Instead, Lasorda let him swing away. Davis deposited Storm Davis' pitch into the right-field seats at the Oakland Coliseum, only his fifth home run since the 1987 All-Star break.
Lasorda made mistakes, too. He replaced starter Orel Hershiser with reliever Jay Howell in the ninth inning of the playoff opener against the Mets, and the Dodgers blew a 2-1 lead and lost.
But Lasorda, often criticized about the handling of his bullpen, showed faith in Howell and it eventually paid off. After Howell gave up a game-winning home run to the A's Mark McGwire in the ninth inning of Game 3 of the Series, Lasorda pulled Howell aside and told him he would go with him again in such a situation. It happened the next night in Game 4, and Howell shut down the A's for 2 innings to earn a save.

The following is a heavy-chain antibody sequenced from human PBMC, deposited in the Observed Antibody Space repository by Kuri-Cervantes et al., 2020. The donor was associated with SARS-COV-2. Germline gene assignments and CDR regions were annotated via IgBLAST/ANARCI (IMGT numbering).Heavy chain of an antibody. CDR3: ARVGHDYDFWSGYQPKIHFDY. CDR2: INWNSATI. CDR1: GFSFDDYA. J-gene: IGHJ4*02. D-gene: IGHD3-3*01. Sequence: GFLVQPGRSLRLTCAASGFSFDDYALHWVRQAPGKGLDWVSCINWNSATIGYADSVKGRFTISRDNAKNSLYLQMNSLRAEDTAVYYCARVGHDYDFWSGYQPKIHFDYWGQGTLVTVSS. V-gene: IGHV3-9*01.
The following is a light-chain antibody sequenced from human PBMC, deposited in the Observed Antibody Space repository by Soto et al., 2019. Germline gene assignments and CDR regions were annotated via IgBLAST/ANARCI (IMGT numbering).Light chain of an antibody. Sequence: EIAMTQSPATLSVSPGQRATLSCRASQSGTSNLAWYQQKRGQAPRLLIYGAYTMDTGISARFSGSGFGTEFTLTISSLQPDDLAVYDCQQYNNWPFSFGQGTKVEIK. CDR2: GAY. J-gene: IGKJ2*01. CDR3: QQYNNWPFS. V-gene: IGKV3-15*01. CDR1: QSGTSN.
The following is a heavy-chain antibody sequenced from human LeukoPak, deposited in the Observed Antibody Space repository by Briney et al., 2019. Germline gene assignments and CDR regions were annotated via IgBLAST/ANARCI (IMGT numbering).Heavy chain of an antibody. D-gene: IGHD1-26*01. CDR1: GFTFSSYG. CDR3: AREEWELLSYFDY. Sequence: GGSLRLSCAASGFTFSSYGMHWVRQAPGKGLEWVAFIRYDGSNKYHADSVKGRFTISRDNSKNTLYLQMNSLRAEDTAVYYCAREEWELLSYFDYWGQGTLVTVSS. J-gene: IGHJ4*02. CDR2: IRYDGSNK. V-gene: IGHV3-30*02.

Lasorda, it seemed, also is not doomed to repeat his mistakes. In Game 5 of the World Series, when Hershiser struggled in the eighth inning, Howell and Alejandro Pena were ready in the bullpen. But Lasorda stayed with Hershiser, perhaps baseball's best pitcher, and that non-move was rewarded, too.
Maybe Lasorda's managerial skills are overlooked because he has become little more than a parody of himself in the eyes of many in the national media.
But what Lasorda pulled off in the playoffs and Series, using everything from a David Cone newspaper column to broadcaster Bob Costas' throwaway remark as motivational fodder, validates his schtick.
However, on the morning after the Dodgers' triumph, amid all the stories chronicling the achievement, the only mention one San Francisco newspaper made of Lasorda was to note how he enjoyed the Bay Area restaurants.
You cringed when you read it, because you realized, perhaps for the first time, that there is more to Lasorda than pasta and schmoozing.